|Evening Meals||Your evening meal isn’t included in the package, but we include full details and recommendations for each evening meal in your itinerary. You will normally be within walking distance of a pub and/or restaurant, or where there is good food available at the accommodation, we’ll book that for you. Allow about £20.00 per night.|
|Transport to the Start & Away from the Finish||Have a look at the “Travel Info” tab above for suggestions. If you’re still struggling, get in touch and we’ll help you sort it out.|
|Travel Insurance||Even if you are based in the UK travel insurance is worth having.|
Good accommodation and friendly hosts are an essential part of any holiday. We understand this and go out of our way to find the best. We put a great deal of effort into hand picking our accommodation and matching it to individual customer requirements. As well as visiting the accommodation ourselves, we ask all our customers to complete a short evaluation on each night’s accommodation, which then gives us an insight in to the day-to-day operation, and lets us spot any potential issues before they become a problem.
We use a variety of accommodation, including small country house hotels, guest houses in market towns, bed and breakfasts in farm houses, country cottages and Victorian town houses. In selecting the accommodation we look for helpful, friendly hosts with good quality, characterful accommodation close to the trail. For example, over the course of your trip you might stay in a village inn, a bed and breakfast in a converted barn, a Victorian guest house, on a working farm, and in a Georgian hotel.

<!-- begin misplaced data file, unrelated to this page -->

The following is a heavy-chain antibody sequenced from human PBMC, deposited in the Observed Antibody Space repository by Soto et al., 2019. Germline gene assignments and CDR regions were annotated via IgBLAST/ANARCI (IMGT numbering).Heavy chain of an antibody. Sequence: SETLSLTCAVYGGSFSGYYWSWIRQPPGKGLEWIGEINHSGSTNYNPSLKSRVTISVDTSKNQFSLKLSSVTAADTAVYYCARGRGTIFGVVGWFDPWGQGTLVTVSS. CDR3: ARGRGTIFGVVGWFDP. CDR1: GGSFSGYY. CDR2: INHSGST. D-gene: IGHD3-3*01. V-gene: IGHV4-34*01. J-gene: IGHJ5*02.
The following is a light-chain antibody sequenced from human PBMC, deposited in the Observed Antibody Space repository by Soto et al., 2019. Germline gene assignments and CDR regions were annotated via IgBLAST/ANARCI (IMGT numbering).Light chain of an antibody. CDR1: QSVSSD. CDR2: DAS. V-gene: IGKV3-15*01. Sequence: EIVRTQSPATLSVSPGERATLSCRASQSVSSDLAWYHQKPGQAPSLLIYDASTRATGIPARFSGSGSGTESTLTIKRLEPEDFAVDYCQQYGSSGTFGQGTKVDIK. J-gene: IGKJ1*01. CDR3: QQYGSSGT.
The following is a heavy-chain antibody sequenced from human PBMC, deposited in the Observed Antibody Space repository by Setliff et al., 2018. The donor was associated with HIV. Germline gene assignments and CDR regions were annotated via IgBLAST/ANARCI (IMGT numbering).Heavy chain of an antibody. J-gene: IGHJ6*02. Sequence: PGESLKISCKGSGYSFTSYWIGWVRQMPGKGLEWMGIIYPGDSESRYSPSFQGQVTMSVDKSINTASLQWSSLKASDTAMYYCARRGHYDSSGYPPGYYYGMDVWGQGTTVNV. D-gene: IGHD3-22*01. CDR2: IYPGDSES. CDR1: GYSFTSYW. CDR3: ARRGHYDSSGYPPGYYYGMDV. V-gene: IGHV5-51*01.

We always try to arrange en suite accommodation, i.e. rooms with their own bathrooms for each night of your stay. However, in some of the more remote locations accommodation is limited and occasionally we may have to book rooms with shared bathrooms for one or two nights of your holiday, (especially if the booking is made at short notice), but we will always let you know if this is likely to be the case.
General travel information for the Thames Path walk will be in your holiday pack.
Detailed instructions on getting to your first night’s accommodation by car, or on foot from the nearest train or bus station, will also be included in the holiday pack on individual accommodation maps.
If you require secure car parking whilst walking this route, please contact us for information.
By Air: The nearest airports are Heathrow and Bristol. From Heathrow: either bus to Reading, then train to Kemble (change at Swindon) or Heathrow Express to Paddington, then train to Kemble (2 hours).
From Bristol airport: Bus to Bristol Temple Meads, train to Kemble (change at Swindon) travel time 2 hours.
By Public Transport: